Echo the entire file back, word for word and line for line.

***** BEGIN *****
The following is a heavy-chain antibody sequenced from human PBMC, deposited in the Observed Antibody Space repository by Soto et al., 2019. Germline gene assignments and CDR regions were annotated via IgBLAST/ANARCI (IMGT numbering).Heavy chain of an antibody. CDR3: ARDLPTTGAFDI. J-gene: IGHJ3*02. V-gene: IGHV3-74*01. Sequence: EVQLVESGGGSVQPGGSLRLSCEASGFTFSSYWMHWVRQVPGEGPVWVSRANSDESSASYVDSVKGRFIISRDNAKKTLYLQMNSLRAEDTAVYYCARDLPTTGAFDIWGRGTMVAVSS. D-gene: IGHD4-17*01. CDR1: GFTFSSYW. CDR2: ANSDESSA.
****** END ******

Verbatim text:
The following is a heavy-chain antibody sequenced from human PBMC, deposited in the Observed Antibody Space repository by Soto et al., 2019. Germline gene assignments and CDR regions were annotated via IgBLAST/ANARCI (IMGT numbering).Heavy chain of an antibody. CDR3: ARDLPTTGAFDI. J-gene: IGHJ3*02. V-gene: IGHV3-74*01. Sequence: EVQLVESGGGSVQPGGSLRLSCEASGFTFSSYWMHWVRQVPGEGPVWVSRANSDESSASYVDSVKGRFIISRDNAKKTLYLQMNSLRAEDTAVYYCARDLPTTGAFDIWGRGTMVAVSS. D-gene: IGHD4-17*01. CDR1: GFTFSSYW. CDR2: ANSDESSA.